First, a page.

By Dave Barton
By LP Hastings
By Sarah Bennett
By LP Hastings
By Jena Ardell
By Steve Lowery
By R. Scott Moxley
By Joel Beers
Theater is only as relevant and contemporary as the new plays it produces, which may be one reason why Orange County theater suffers from bipolar disorder.
On the manic end of the spectrum is South Coast Repertory, an internationally acclaimed foundry of new plays and play development. On the depressing side is nearly everything else. While storefronts such as STAGEStheatre and the now-defunct Hunger Artists Theatre Co. built themselves, in large part, on the shoulders—broad or weak—of new plays by local writers, that kind of work these days is seen as rarely as the downtown Los Angeles skyline from Fullerton's Sunny Hills: It happens, but it's always startling to see it.
Which makes the third year of "OC-centric," a summer festival of new plays by local writers at Chapman University, such a welcome sight. These aren't readings, staged or otherwise. They are full-fledged productions, opportunities for the county's playwrights to see their work with flesh and bones for the first time, as well as for audiences to watch a new play slither from the womb and walk on its own feet.
1 University Drive
Orange, CA 92866
This year, co-producers Eric Eberwein and Tamiko Washington chose two one-acts and two full productions from several dozen submissions. The results show why new plays are a tough sell. None of the three shows witnessed last Sunday by these eyes seems fully mature. To channel that erudite theater critic Goldilocks, each seemed either too warm (as in unfocused, with too much going on) or too cold (thin and underdeveloped). Yet it also shows why new plays are so just right: each of the three writers has created something new, explored uncharted territory and possesses a singular voice that, given more encouragement like this, could very well blossom into a powerful one.
Skirt by Irvine resident Julie Tosh is one of the two full-length plays in this year's festival (Orange resident Abbe Levine's The God-Shaped Hole is the other). Bethany (a strong Jinny Ryann) is a 15-year-old high-school student in a small town in rural Pennsylvania. Her biology classroom is run with an iron fist by an overbearing teacher (Jordan Goodsell, who looks far too young for a 34-year-old teacher). Bethany's next-door neighbor, Michael (a believable Joseph Santos), is a student teacher who also happens to be the former best friend of her brother, Del (a riveting Patrick Peterson), whose recent car injury has left him brain damaged and confined to a wheelchair.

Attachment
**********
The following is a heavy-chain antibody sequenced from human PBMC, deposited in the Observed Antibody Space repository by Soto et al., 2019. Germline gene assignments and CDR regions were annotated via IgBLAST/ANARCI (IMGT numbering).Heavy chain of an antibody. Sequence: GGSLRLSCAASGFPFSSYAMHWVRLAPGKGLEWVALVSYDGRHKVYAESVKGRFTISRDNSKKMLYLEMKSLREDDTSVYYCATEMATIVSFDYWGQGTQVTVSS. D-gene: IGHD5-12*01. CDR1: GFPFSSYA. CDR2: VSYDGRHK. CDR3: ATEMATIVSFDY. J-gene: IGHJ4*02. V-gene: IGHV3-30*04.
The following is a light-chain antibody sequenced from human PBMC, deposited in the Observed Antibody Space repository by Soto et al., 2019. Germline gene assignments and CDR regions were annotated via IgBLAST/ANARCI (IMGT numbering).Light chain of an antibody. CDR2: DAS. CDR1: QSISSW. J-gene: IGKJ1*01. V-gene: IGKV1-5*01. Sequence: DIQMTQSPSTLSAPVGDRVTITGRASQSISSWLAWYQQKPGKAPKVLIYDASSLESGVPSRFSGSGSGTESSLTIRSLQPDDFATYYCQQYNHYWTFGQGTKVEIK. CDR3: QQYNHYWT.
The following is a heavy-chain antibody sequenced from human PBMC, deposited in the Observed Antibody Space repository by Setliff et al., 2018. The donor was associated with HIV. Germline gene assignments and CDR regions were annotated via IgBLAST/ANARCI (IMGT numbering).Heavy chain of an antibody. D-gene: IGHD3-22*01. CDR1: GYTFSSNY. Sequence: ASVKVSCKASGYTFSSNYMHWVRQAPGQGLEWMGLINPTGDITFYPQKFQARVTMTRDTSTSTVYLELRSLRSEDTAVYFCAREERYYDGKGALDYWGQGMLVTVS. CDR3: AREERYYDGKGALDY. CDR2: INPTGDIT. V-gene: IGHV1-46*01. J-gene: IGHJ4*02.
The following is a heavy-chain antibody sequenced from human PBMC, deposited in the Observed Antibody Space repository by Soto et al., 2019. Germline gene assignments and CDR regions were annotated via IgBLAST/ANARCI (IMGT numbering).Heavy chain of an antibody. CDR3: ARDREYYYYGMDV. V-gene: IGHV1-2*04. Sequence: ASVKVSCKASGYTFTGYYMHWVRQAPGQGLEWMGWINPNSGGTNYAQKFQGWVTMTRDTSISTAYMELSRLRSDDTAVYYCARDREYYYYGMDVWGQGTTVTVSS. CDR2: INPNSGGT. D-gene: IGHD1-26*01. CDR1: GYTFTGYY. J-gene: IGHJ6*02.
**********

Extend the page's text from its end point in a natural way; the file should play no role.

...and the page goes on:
When the bright, but obviously conflicted, Bethany shows up in class wearing a skirt far shorter than the school's guidelines mandate—on the same day that she tells Michael her brother is returning from the hospital—ghosts are dredged up and hormones spike. There is a great deal of smart, crisp and engaging writing here, but for a play that skirts so many uncomfortable issues—from child molestation to suicide—there's a lack of dramatic urgency. Things meander too long before the Big Reveal comes, and the resolution seems far too tidy. The result is akin to a play that has something vital to say, but gets in its own way too often.
The most interesting stylistic play of the three is former Stanton resident Travis Snyder-Eaton's one-act The Sound of Silence. Two of its four scenes are done in pantomime; the first, in particular, is hilarious: a Keystone Cop-like affair featuring adept physical agility. Set in 1940 Los Angeles, the play relates the story of a starry-eyed Robert Graham (an excellent Vince Dalba), who arrives in Hollywood with big dreams and a big suitcase, and the starry-eyed aspiring actress he meets (the equally excellent Laura Zenoni). The template isn't groundbreaking: World War II-era, studio-manufactured star-crossed romance. But the way Snyder-Eaton relays the story is inventive and crafted exquisitely well. The two wordless scenes are quasi-mirror images of the other, but where the first is exuberantly over the top, the second is far more somber; without saying an actual word, Snyder-Eaton insightfully portrays the difference between youthful infatuation and the more pragmatic reality of love in the wake of loss. However, much as with Skirt, the climax falls flat as things seem too conveniently tied up. (Kudos also to pianist Eleanor Nunez, who drives the gleeful first scene with her impeccable ivory-tinkling.)
Irvine's Andrea Sloan Pink contributes the second one-act, Les Hollywood Hills. It's a brisk 30-minute affair about a decadent Hollywood film director (a wonderfully curmudgeonly yet oddly sympathetic Joe Parrish) counting off the pills until his death and the young film student (a fiery Katrina Klein) hired to be his caretaker, confidante and whipping post. Pink's characters are so engaging, her dialogue so crackling, and her examination of the need for artists to plumb the darkest and brightest manifestations of human behavior so earnest that one wishes the prodcution was a fleshed-out, full-length play.
While these three plays never completely satisfy, that's not the point. In an era when theater is marginalized at best, ignored at worst, Eberwein and Washington are taking what legendary director/producer Margo Jones called "a violent stand" on aggressively searching out new plays from local playwrights. Let's hope all of OC's theater companies think seriously about hoisting the same banner.